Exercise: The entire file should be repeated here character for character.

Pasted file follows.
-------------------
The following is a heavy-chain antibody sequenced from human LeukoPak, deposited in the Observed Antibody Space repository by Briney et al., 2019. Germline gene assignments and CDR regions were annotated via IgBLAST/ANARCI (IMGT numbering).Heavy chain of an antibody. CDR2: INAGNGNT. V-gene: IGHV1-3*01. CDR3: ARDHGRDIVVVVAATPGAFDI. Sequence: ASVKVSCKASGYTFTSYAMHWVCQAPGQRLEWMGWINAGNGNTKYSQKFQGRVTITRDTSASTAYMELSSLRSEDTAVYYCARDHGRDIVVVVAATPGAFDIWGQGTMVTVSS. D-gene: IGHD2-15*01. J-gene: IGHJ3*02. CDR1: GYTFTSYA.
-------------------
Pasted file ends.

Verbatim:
The following is a heavy-chain antibody sequenced from human LeukoPak, deposited in the Observed Antibody Space repository by Briney et al., 2019. Germline gene assignments and CDR regions were annotated via IgBLAST/ANARCI (IMGT numbering).Heavy chain of an antibody. CDR2: INAGNGNT. V-gene: IGHV1-3*01. CDR3: ARDHGRDIVVVVAATPGAFDI. Sequence: ASVKVSCKASGYTFTSYAMHWVCQAPGQRLEWMGWINAGNGNTKYSQKFQGRVTITRDTSASTAYMELSSLRSEDTAVYYCARDHGRDIVVVVAATPGAFDIWGQGTMVTVSS. D-gene: IGHD2-15*01. J-gene: IGHJ3*02. CDR1: GYTFTSYA.